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September 21, 2007

CW receives $1 million challenge grant from NEH

The National Endowment for the Humanities has provided a $1 million We The People Challenge Grant to The Colonial Williamsburg Foundation.

The foundation must secure an additional $3 million in gifts to complete the requirements of the challenge grant and establish a $4 million endowment to support and enhance African American history interpretation. The endowment will enable the Foundation to develop new initiatives that broaden and strengthen the foundation’s central educational curriculum -- Education for Citizenship -- by further exploring the role of African Americans in the founding of the American Republic, the struggle to end slavery and racial discrimination, and the fight for all Americans to become full citizens and secure liberty, justice and opportunity.

“Colonial Williamsburg is extremely grateful to the National Endowment for the Humanities and we are encouraged by this generous support,” said Colin Campbell, president and chairman of The Colonial Williamsburg Foundation. “This challenge grant is vital to our efforts to portray the American experience during the Revolution and the struggle to attain the rights and privileges of citizenship, in particular for countrymen who were denied such opportunities for so long.”

The $4 million endowment will be used to permanently support African American history interpretation, research and programming through implementation of several initiatives:

  • Conduct original research about the African American community residing throughout Virginia during the formative years of the American Republic.
  • Establish a minority internship program and expand recruitment strategies to increase the number of African American interpreters at the foundation.
  • Disseminate new scholarship to museum professionals, the general public and independent and university scholars through the Equiano Lecture Series.
  • Update annually the African American historical content presented at Colonial Williamsburg’s Teacher Institute to provide elementary and secondary educators fresh teaching strategies that strengthen lessons in civic responsibility and the importance of the founding principles to advancing American democratic values.
  • Develop a Web-based, centralized portal for accessing information and research materials about the African American struggle for freedom and citizenship, making new research, primary and secondary collections, and archival materials more accessible to educators, independent scholars, university researchers and museum professionals.
  • Institutionalize the research and publication of new scholarship about the African American experience by creating a full-time research position at the foundation.
  • Develop residential fellowship opportunities for graduate and post graduate scholars and independent researchers to encourage new scholarship and to disseminate new research to foundation staff through training symposia, workshops, lectures and publications.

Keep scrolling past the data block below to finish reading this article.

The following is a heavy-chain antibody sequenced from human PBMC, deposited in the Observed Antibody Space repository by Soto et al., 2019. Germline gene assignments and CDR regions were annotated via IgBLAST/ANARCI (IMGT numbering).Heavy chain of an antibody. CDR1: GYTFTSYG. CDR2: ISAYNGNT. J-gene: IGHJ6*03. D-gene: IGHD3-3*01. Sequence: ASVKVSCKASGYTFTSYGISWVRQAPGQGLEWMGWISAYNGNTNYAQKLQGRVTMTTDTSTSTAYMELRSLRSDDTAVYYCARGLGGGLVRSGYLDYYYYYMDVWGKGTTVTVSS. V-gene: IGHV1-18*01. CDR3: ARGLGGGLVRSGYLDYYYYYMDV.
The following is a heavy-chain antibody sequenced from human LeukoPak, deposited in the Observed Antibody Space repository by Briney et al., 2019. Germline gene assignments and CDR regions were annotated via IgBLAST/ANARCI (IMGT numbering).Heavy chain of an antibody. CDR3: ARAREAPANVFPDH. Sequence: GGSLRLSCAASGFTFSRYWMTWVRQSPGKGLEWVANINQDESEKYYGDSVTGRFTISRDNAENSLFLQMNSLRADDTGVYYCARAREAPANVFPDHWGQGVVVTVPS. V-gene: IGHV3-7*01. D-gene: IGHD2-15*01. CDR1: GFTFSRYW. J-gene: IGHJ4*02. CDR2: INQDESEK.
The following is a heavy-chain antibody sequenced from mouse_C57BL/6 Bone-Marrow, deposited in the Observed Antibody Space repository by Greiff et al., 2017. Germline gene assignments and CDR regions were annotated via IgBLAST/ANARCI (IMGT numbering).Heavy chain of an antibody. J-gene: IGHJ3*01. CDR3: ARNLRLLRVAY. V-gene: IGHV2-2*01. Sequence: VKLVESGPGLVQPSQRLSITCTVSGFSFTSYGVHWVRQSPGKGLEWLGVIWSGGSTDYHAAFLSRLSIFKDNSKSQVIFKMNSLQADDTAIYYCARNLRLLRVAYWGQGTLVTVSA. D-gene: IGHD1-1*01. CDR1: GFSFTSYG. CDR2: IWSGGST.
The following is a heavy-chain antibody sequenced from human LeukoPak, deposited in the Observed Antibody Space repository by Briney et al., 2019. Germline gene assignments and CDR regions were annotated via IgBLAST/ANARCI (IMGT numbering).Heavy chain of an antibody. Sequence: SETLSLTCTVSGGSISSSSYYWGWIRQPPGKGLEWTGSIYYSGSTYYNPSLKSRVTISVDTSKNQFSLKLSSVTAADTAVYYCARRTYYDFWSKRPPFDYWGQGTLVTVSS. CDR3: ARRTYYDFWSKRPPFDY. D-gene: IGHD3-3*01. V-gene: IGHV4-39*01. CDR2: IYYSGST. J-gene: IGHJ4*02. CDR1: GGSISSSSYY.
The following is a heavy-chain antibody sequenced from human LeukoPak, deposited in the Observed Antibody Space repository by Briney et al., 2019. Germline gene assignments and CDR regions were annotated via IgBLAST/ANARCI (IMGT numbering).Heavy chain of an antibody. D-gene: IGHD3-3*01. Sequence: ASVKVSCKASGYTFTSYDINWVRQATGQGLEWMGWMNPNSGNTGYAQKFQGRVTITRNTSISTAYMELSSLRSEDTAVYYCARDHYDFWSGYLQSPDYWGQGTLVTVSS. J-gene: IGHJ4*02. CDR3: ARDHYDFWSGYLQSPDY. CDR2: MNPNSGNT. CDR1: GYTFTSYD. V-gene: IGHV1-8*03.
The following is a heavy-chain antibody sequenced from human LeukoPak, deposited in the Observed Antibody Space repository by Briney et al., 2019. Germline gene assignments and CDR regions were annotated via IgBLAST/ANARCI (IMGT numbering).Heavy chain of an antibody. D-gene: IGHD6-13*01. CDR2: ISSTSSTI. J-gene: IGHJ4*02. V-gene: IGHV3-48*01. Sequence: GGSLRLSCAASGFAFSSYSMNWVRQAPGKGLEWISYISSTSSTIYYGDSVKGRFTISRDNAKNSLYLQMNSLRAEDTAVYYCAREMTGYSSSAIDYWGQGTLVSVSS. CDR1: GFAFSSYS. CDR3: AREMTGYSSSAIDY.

• Develop new museum exhibition and interpretive programming that illuminates the impact of slavery upon the founding of the American Republic and the African American struggle to obtain the right of citizenship and the promise of freedom as expressed in the U.S. Constitution.

    “I am excited that the National Endowment for the Humanities has contributed in such a significant way to the future of African American history at Colonial Williamsburg,” said Rex Ellis, Colonial Williamsburg’s vice president of the Historic Area. “We have a proud legacy of telling the story of enslaved and free people of color in colonial Virginia and this grant will allow us to take that story to renewed levels of excellence using traditional and emerging technologies to assist us in telling an even more vibrant and comprehensive story.”

    Colonial Williamsburg began programmatic interpretation of slavery and the 18th-century African American experience in 1979 at a time when few mainstream history museums dared mention the subject of slavery or acknowledge that it was the engine driving much of America’s bustling colonial economy. Determining that it was neither acceptable nor intellectually honest to ignore slavery and the role of African Americans in the history of colonial Williamsburg where half of the population was enslaved, the foundation began with a small cadre of first-person portrayals of documented, enslaved residents of 18th-century Williamsburg. Since then, Colonial Williamsburg has steadily enhanced and expanded its portrayals and interpretations of the African American experience, and -- by example -- encouraged similar institutions to follow suit.

    Established in 1926, the Colonial Williamsburg Foundation is the not-for-profit educational institution that preserves and operates the restored 18th-century Revolutionary capital of Virginia as a town-sized living history museum, telling the inspirational stories of our nation’s founding men and women. Within the restored and reconstructed buildings, historic interpreters, attired as colonial men and women from slaves to shopkeepers to soldiers, relate stories of colonial Virginia society and culture — stories of our journey to become Americans – while historic tradespeople research, demonstrate and preserve the 18th-century world of work and industry. As Colonial Williamsburg interprets life in the time of the American Revolution for its guests, it also invites them to interact with history. Williamsburg is located 150 miles south of Washington, D.C., off Interstate 64. For more information or reservations, call toll-free 1-800-HISTORY or visit Colonial Williamsburg on the Internet at www.ColonialWilliamsburg.com.

    Media Contact:
    Jim Bradley
    (757) 220-7281



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